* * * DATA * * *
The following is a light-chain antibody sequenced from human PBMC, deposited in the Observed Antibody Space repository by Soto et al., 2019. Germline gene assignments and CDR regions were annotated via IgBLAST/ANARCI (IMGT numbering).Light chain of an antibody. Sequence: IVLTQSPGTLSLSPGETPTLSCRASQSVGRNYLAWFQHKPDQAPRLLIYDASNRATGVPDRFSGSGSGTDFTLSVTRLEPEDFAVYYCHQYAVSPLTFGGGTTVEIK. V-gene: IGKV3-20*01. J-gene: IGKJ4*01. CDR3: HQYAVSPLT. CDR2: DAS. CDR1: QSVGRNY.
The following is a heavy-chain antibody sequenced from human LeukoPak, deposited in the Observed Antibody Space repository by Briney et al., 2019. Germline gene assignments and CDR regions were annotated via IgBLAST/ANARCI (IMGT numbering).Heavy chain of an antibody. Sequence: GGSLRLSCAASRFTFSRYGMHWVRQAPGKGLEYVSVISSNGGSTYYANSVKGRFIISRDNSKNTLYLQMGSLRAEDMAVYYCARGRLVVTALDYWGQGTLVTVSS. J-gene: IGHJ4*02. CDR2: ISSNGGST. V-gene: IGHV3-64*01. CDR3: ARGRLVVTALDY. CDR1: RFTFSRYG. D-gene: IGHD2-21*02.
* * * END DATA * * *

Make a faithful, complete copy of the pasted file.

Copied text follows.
The following is a light-chain antibody sequenced from human PBMC, deposited in the Observed Antibody Space repository by Soto et al., 2019. Germline gene assignments and CDR regions were annotated via IgBLAST/ANARCI (IMGT numbering).Light chain of an antibody. Sequence: IVLTQSPGTLSLSPGETPTLSCRASQSVGRNYLAWFQHKPDQAPRLLIYDASNRATGVPDRFSGSGSGTDFTLSVTRLEPEDFAVYYCHQYAVSPLTFGGGTTVEIK. V-gene: IGKV3-20*01. J-gene: IGKJ4*01. CDR3: HQYAVSPLT. CDR2: DAS. CDR1: QSVGRNY.
The following is a heavy-chain antibody sequenced from human LeukoPak, deposited in the Observed Antibody Space repository by Briney et al., 2019. Germline gene assignments and CDR regions were annotated via IgBLAST/ANARCI (IMGT numbering).Heavy chain of an antibody. Sequence: GGSLRLSCAASRFTFSRYGMHWVRQAPGKGLEYVSVISSNGGSTYYANSVKGRFIISRDNSKNTLYLQMGSLRAEDMAVYYCARGRLVVTALDYWGQGTLVTVSS. J-gene: IGHJ4*02. CDR2: ISSNGGST. V-gene: IGHV3-64*01. CDR3: ARGRLVVTALDY. CDR1: RFTFSRYG. D-gene: IGHD2-21*02.